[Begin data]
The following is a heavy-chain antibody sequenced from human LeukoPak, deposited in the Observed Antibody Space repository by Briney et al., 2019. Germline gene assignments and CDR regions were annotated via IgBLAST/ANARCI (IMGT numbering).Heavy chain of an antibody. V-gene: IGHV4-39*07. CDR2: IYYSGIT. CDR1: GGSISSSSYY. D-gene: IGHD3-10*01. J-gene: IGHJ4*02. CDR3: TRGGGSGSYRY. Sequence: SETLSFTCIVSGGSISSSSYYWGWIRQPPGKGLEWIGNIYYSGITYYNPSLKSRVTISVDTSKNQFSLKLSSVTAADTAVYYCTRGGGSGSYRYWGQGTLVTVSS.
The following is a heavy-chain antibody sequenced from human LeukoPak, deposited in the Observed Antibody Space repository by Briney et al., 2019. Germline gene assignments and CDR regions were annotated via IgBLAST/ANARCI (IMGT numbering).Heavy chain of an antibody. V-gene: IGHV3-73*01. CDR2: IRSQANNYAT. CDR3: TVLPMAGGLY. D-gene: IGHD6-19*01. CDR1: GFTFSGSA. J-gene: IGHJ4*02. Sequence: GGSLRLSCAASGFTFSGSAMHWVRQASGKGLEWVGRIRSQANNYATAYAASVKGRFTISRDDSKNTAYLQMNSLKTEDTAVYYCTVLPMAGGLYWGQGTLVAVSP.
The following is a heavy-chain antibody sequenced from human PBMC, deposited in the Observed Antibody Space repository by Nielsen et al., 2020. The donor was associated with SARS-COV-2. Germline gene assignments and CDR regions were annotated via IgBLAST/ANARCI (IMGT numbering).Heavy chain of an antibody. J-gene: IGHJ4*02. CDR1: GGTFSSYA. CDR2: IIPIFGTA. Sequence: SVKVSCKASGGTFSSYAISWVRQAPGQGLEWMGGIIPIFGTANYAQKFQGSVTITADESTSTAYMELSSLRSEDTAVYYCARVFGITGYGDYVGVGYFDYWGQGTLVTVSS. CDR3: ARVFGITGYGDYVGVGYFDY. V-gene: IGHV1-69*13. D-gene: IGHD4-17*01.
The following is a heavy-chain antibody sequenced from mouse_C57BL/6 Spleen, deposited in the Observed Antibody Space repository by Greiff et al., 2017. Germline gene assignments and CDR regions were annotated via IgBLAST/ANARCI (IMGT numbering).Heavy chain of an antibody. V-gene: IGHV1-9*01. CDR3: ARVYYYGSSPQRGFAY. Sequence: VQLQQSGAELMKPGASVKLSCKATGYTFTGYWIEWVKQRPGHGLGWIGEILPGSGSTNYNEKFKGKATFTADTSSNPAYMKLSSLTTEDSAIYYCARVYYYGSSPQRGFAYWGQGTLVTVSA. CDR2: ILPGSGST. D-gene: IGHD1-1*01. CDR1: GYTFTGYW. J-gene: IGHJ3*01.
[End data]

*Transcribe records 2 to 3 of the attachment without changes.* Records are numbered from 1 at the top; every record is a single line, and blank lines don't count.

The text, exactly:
The following is a heavy-chain antibody sequenced from human LeukoPak, deposited in the Observed Antibody Space repository by Briney et al., 2019. Germline gene assignments and CDR regions were annotated via IgBLAST/ANARCI (IMGT numbering).Heavy chain of an antibody. V-gene: IGHV3-73*01. CDR2: IRSQANNYAT. CDR3: TVLPMAGGLY. D-gene: IGHD6-19*01. CDR1: GFTFSGSA. J-gene: IGHJ4*02. Sequence: GGSLRLSCAASGFTFSGSAMHWVRQASGKGLEWVGRIRSQANNYATAYAASVKGRFTISRDDSKNTAYLQMNSLKTEDTAVYYCTVLPMAGGLYWGQGTLVAVSP.
The following is a heavy-chain antibody sequenced from human PBMC, deposited in the Observed Antibody Space repository by Nielsen et al., 2020. The donor was associated with SARS-COV-2. Germline gene assignments and CDR regions were annotated via IgBLAST/ANARCI (IMGT numbering).Heavy chain of an antibody. J-gene: IGHJ4*02. CDR1: GGTFSSYA. CDR2: IIPIFGTA. Sequence: SVKVSCKASGGTFSSYAISWVRQAPGQGLEWMGGIIPIFGTANYAQKFQGSVTITADESTSTAYMELSSLRSEDTAVYYCARVFGITGYGDYVGVGYFDYWGQGTLVTVSS. CDR3: ARVFGITGYGDYVGVGYFDY. V-gene: IGHV1-69*13. D-gene: IGHD4-17*01.